Art of the Psychedelic Era, ed. Christoph Grunenberg (London: Tate Publishing, 2005), 1160 and 6784.

See, for example, Lszl Moholy-Nagy, Lighta Medium of Plastic Expression, in Krisztina Passuth,
Moholy-Nagy (London: Thames & Hudson, 1985), 292. Jonathan Walley, An Interview with Anthony
McCall, Velvet Light Trap, no. 54 (Fall 2004): 66. JLS founder Joshua White, interview with the author,
February 9, 2007. William Moritz, Weekend in Los Angeles, Weekly Planet, January 24, 1969, 45.

A full performance history of the group is available in Amalie Rothschild with Ruth Ellen Gruber, Live at the
Fillmore East: A Photographic Memoir (New York: Thunders Mouth Press, 1999). When Joshua White left
the group in 1970, it continued on as Joes Lights. Grunenberg, The Politics of Ecstasy, 26. Joshua White,
interview, February 9, 2007.


Summer 2008

Margaret Morse

YouTube page with Douglas

Gordon Installations Video

Rothschild, Live at the Fillmore East, 2333.

The modern-day light show can be traced to the projection of liquid-filled slides at beat poetry recitals and
jazz concerts in the early 1950s in San Francisco. For a more complete history, see Brougher, Visual-Music
Culture. Rothschild, Live at the Fillmore East, 2333. Joshua White, interview, February 4, 2007.

Rothschild, Live at the Fillmore East, 25.

Grunenberg, The Politics of Ecstasy, 21. For the distance between, see Illes, Liquid Dreams, 158.
Bradley Eros, There Will Be Projections in All Dimensions . . . Millennium Film Journal, nos. 4344
(Summer 2005): 98.

Renan, An Introduction to the American Underground Film, 24849. Kerry Brougher, Hall of Mirrors, in
Art and Film since 1945: Hall of Mirrors, ed. Russell Ferguson (Los Angeles: Museum of Contemporary Art,
1996), 88. Jorge Luis Borges, Collected Fictions, trans. Andrew Hurley (New York: Penguin, 1999), 182.

From Medium to Metaphor

What qualities determine whether an audiovisual production, viewed at the theater or on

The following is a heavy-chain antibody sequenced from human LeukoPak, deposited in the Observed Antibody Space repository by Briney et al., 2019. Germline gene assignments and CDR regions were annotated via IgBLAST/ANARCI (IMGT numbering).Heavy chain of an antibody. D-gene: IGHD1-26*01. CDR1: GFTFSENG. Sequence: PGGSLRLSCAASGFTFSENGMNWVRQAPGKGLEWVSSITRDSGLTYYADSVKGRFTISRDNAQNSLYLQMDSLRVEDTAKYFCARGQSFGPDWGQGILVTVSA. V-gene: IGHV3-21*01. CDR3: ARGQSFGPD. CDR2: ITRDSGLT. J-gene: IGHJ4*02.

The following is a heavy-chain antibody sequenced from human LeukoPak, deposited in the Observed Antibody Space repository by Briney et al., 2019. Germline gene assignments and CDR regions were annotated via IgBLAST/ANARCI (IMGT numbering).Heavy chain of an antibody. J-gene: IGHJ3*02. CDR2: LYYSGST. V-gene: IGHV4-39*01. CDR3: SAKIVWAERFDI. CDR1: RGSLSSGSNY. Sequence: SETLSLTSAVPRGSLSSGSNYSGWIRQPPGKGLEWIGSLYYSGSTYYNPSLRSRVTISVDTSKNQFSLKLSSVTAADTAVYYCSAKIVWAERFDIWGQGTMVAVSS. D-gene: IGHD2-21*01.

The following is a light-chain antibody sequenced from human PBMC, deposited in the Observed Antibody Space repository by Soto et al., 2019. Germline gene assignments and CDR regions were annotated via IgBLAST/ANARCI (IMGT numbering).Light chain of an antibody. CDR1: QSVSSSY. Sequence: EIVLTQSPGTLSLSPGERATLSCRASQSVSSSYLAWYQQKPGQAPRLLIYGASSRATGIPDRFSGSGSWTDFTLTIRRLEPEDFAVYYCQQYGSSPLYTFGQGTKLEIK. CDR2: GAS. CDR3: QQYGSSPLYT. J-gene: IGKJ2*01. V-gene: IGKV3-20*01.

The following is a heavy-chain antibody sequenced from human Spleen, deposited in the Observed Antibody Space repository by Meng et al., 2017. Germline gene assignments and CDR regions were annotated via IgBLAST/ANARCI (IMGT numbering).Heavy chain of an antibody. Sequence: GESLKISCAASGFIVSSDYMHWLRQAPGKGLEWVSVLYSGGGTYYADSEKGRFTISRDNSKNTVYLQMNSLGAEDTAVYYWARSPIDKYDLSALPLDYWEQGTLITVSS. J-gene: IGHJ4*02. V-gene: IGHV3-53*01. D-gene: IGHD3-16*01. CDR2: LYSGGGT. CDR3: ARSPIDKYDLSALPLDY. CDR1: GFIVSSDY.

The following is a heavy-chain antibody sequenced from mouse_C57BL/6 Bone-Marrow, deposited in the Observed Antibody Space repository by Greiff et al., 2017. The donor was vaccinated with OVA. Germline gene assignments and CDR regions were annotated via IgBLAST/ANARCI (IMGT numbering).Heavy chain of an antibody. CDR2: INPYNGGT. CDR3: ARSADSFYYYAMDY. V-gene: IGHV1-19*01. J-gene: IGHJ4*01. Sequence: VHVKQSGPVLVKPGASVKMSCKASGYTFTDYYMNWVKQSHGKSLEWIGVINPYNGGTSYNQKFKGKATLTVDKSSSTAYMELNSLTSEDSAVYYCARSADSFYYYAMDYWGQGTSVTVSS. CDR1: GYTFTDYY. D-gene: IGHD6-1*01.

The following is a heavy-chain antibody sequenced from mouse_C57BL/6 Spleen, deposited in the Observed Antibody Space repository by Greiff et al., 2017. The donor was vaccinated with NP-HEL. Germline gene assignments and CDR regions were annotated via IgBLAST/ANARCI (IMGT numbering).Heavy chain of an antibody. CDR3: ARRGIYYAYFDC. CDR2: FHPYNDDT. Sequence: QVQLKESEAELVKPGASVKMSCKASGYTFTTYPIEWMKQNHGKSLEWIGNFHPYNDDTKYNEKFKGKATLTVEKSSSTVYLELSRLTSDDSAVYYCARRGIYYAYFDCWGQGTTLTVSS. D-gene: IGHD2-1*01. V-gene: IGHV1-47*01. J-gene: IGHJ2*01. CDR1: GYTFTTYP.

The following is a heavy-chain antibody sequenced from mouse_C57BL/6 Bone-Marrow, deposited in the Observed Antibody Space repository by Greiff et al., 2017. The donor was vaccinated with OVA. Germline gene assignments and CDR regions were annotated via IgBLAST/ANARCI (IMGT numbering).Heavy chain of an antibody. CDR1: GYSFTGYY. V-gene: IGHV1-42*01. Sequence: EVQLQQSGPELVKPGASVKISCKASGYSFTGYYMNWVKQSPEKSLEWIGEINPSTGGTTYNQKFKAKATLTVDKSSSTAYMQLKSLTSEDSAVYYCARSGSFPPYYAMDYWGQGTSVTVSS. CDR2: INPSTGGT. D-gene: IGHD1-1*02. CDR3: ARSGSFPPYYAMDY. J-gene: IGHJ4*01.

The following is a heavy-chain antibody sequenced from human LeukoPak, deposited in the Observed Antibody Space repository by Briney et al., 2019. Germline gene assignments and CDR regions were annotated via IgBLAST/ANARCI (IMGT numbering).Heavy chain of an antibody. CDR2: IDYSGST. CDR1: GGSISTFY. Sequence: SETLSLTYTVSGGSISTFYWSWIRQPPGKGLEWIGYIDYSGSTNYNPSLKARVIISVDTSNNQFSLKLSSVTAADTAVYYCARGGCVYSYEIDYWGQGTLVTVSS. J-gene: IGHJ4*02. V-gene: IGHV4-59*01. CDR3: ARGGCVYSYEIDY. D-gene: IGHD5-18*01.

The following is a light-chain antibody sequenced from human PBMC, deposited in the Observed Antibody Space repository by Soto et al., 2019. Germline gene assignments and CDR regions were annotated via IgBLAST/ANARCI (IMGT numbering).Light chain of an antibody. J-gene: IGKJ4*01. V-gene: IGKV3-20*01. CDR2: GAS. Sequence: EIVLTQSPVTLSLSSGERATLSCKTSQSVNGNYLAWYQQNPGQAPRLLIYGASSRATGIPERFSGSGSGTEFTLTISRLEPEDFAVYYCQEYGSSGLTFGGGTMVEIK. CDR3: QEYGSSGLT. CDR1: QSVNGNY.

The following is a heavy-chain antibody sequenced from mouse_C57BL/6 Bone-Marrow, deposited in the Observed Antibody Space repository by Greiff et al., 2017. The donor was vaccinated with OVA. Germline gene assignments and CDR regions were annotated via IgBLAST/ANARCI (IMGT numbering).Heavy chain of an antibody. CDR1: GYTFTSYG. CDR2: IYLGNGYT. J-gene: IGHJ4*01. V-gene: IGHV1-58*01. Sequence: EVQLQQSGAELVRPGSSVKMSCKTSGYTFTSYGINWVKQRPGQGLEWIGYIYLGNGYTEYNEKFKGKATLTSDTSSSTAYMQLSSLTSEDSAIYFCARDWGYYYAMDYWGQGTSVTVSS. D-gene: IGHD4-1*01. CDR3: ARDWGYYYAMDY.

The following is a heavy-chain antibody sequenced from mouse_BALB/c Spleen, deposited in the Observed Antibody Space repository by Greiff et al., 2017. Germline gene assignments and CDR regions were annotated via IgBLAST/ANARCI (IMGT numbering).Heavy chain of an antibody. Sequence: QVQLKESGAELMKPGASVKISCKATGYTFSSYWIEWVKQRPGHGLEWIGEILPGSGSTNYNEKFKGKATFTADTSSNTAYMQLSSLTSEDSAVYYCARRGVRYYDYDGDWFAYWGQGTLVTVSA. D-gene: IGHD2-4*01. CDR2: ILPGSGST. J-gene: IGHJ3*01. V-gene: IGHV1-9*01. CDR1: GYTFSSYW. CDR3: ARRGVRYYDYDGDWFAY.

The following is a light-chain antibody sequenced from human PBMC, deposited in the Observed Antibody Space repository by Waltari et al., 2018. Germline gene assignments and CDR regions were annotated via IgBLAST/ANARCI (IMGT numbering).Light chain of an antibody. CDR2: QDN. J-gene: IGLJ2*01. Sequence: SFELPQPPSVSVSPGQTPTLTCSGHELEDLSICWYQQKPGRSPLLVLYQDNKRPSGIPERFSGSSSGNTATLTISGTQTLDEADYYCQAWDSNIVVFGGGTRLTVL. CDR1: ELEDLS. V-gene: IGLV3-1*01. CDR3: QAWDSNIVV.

TV, computer, cell phone, or MP3 screen, is film or video? The material substrates of
celluloid film and videotape are obsolescent and vanishing, yet each remains as a figure of
speech, a metonym that stands for a mediumthat is to say, a set of technological and
cultural practices that have changed over time. In the age of digital inscription, editing, and
distribution, an aesthetic of purity based on strong distinctions between media is difficult
to retain. While it is commonplace to distinguish between film and video, these shifting
categories are based on varied historical reference points and metaphors. The terms film
and video stand for a family of conceptual and formal expectations inflected by venues.
Similarly, the distinction between new and
digital media and other audiovisual media will
gradually become moot once most electronic media
are digitally based.1 That does not mean, however,
that all media categories should be recast into an
entirely digital mold (database, interface, algorithm,
etc.). New media, according to Mark Tribe and
Reena Jana, may end as a movement and live
on as a tendencya set of ideas, sensibilities and
methods that appear unpredictably and in multiple
forms.2 This brief essay explores a succession of
medial shiftsfilm/video/video installation/video/
YouTube video on the webin the retrospective
installation of Glasgow artist Douglas Gordon entitled Pretty Much Every Film and Video Work from
About 1992 until Now (hereafter Pretty Much).
In January 2008, while I was searching for Pierre
Huyghe on YouTube, a one-minute, forty-eightsecond document or trailer for a Douglas Gordon
installation came up. It was a copy uploaded by
Mekas28 as Douglas Gordon, Installation Video, Itali

American Art

Volume 22, Number 2 2008 Smithsonian Institution